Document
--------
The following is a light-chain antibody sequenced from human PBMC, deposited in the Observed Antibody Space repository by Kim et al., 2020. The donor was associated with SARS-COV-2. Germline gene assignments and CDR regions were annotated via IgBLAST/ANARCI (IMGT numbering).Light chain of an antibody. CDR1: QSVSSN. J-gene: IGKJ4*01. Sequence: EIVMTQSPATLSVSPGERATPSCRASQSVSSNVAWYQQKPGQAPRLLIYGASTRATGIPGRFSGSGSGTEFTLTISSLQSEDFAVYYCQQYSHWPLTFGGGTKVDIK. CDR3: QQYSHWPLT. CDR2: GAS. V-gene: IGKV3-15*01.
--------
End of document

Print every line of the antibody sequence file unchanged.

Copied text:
The following is a light-chain antibody sequenced from human PBMC, deposited in the Observed Antibody Space repository by Kim et al., 2020. The donor was associated with SARS-COV-2. Germline gene assignments and CDR regions were annotated via IgBLAST/ANARCI (IMGT numbering).Light chain of an antibody. CDR1: QSVSSN. J-gene: IGKJ4*01. Sequence: EIVMTQSPATLSVSPGERATPSCRASQSVSSNVAWYQQKPGQAPRLLIYGASTRATGIPGRFSGSGSGTEFTLTISSLQSEDFAVYYCQQYSHWPLTFGGGTKVDIK. CDR3: QQYSHWPLT. CDR2: GAS. V-gene: IGKV3-15*01.